50. Giardina G, Rinaldo S, Johnson KA, Di Matteo A, Brunori M, Cutruzzolà F. NO sensing in Pseudomonas aeruginosa: structure of the transcriptional regulator DNR. J Mol Biol. 2008;378(5):1002–15.

    Article  CAS  PubMed  Google Scholar 

  51. Barraud N, Schleheck D, Klebensberger J, Webb JS, Hassett DJ, Rice SA, Kjelleberg S. Nitric oxide signaling in Pseudomonas aeruginosa biofilms mediates phosphodiesterase activity, decreased cyclic di-GMP levels, and enhanced dispersal. J Bacteriol. 2009;191(23):7333–42.

    Article  CAS  PubMed  PubMed Central  Google Scholar 

  52. Petrova OE, Cherny KE, Sauer K. The Pseudomonas aeruginosa diguanylate cyclase GcbA, a homolog of P. fluorescens GcbA, promotes initial attachment to surfaces, but not biofilm formation, via regulation of motility. J Bacteriol. 2014;196(15):2827–41.

    Article  PubMed  PubMed Central  Google Scholar 

  53. Barraud N, Storey MV, Moore ZP, Webb JS, Rice SA, Kjelleberg S. Nitric oxide-mediated dispersal in single-and multi-species biofilms of clinically and industrially relevant microorganisms. Microb Biotechnol. 2009;2(3):370–8.

    Article  CAS  PubMed  PubMed Central  Google Scholar 

  54. Morgan R, Kohn S, Hwang S-H, Hassett DJ, Sauer K. BdlA, a chemotaxis regulator essential for biofilm dispersion in Pseudomonas aeruginosa. J Bacteriol. 2006;188:7335–43.

    Article  CAS  PubMed  PubMed Central  Google Scholar 

  55. Galle M, Carpentier I, Beyaert R. Structure and function of the type III secretion system of Pseudomonas aeruginosa. Curr Protein Pept Sci. 2012;13(8):831–42.

    Article  CAS  PubMed  PubMed Central  Google Scholar 

  56. Hauser AR. The type III secretion system of Pseudomonas aeruginosa: infection by injection. Nat Rev Microbiol. 2009;7(9):654–65.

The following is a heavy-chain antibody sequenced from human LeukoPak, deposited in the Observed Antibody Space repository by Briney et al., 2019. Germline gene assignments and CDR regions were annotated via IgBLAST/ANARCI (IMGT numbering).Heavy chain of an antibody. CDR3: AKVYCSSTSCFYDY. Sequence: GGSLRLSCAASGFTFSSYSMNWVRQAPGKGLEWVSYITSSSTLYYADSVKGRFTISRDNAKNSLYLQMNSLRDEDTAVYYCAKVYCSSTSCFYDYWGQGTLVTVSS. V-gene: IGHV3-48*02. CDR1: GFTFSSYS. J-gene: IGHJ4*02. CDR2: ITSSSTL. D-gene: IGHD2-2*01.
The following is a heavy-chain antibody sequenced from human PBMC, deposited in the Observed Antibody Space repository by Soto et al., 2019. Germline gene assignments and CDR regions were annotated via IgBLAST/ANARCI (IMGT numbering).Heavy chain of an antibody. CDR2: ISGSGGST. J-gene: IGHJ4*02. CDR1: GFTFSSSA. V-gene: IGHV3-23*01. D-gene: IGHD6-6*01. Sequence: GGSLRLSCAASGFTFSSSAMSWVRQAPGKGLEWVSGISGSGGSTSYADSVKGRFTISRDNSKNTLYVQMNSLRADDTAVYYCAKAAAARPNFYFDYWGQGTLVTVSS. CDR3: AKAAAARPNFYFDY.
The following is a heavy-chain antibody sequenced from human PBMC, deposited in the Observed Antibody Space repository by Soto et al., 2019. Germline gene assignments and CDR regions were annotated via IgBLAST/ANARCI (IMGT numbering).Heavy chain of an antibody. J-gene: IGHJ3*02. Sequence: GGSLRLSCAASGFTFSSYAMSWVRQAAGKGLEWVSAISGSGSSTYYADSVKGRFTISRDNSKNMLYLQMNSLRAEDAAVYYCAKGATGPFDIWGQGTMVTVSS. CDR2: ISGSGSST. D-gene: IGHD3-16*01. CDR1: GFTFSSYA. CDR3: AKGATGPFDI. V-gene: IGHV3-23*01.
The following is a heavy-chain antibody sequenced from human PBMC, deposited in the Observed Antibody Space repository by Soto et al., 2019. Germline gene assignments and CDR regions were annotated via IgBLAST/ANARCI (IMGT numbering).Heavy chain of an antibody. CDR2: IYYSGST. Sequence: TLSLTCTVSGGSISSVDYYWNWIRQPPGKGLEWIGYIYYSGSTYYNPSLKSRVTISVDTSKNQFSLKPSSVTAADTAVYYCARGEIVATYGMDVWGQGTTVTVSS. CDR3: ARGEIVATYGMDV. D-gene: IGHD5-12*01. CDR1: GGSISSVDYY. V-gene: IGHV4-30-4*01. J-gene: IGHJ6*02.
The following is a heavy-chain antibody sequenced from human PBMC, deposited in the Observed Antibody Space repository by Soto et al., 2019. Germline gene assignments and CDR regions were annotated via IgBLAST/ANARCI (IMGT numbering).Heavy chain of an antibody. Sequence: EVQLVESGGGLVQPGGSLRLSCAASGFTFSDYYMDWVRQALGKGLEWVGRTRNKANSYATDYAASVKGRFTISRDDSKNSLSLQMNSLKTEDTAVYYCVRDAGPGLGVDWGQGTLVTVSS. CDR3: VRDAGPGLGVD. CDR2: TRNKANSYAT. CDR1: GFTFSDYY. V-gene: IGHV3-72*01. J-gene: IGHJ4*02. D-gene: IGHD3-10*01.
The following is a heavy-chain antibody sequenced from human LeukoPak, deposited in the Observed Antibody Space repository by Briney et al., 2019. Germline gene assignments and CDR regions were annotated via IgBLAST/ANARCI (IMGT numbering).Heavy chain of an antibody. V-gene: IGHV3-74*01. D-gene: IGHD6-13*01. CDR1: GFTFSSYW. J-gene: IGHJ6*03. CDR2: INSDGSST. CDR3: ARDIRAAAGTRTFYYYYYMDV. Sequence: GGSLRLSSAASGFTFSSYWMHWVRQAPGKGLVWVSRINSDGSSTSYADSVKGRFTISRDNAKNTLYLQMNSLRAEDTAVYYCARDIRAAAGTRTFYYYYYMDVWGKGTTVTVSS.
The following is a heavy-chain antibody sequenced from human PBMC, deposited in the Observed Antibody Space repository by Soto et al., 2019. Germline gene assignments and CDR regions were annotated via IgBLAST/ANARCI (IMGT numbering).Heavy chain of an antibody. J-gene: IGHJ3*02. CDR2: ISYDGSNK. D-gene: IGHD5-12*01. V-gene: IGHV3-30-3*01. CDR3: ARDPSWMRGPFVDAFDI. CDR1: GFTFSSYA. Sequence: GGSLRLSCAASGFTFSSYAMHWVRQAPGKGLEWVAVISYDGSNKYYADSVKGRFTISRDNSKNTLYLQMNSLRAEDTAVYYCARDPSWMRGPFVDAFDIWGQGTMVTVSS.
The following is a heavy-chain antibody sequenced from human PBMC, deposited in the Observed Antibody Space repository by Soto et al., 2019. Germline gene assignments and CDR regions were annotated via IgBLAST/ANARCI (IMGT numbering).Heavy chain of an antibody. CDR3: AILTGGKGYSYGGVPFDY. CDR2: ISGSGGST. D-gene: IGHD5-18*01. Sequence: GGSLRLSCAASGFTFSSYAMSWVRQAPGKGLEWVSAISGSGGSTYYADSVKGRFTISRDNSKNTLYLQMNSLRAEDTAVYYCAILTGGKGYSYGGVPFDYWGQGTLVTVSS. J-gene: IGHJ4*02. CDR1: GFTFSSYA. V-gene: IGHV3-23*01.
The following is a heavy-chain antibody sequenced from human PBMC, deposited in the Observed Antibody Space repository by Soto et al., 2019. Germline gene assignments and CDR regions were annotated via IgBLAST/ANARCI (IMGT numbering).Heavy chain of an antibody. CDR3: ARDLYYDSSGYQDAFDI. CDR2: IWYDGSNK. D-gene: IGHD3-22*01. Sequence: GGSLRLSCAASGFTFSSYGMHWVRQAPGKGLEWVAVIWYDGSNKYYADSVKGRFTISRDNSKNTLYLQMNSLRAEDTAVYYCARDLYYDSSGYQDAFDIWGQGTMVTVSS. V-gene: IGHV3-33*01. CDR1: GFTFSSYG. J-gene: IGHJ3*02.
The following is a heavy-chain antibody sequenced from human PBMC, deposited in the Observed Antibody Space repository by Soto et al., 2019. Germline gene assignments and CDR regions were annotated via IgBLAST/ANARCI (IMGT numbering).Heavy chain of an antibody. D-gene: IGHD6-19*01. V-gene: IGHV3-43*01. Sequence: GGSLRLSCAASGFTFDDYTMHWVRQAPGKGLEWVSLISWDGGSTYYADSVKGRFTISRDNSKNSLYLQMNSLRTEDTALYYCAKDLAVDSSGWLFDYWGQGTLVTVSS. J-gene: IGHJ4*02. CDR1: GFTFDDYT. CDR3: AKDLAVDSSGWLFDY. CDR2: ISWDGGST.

Article  CAS  PubMed  PubMed Central  Google Scholar 

  57. Hachani A, Lossi NS, Hamilton A, Jones C, Bleves S, Albesa-Jové D, Filloux A. Type VI secretion system in Pseudomonas aeruginosa secretion and multimerization of VgrG proteins. J Biol Chem. 2011;286(14):12317–27.

    Article  CAS  PubMed  PubMed Central  Google Scholar 

  58. Laskowski MA, Kazmierczak BI. Mutational analysis of RetS, an unusual sensor kinase-response regulator hybrid required for Pseudomonas aeruginosa virulence. Infect Immun. 2006;74(8):4462–73.

    Article  CAS  PubMed  PubMed Central  Google Scholar 

  59. Jones C, Allsopp L, Horlick J, Kulasekara H, Filloux A. Subinhibitory concentration of kanamycin induces the Pseudomonas aeruginosa type VI secretion system. PLoS One. 2013;8(11):e81132.

    Article  CAS  PubMed  PubMed Central  Google Scholar 

  60. Purssell A, Fruci M, Mikalauskas A, Gilmour C, Poole K. EsrC, an envelope stress-regulated repressor of the mexCD-oprJ multidrug efflux operon in Pseudomonas aeruginosa. Environ Microbiol. 2015;17(1):186–98.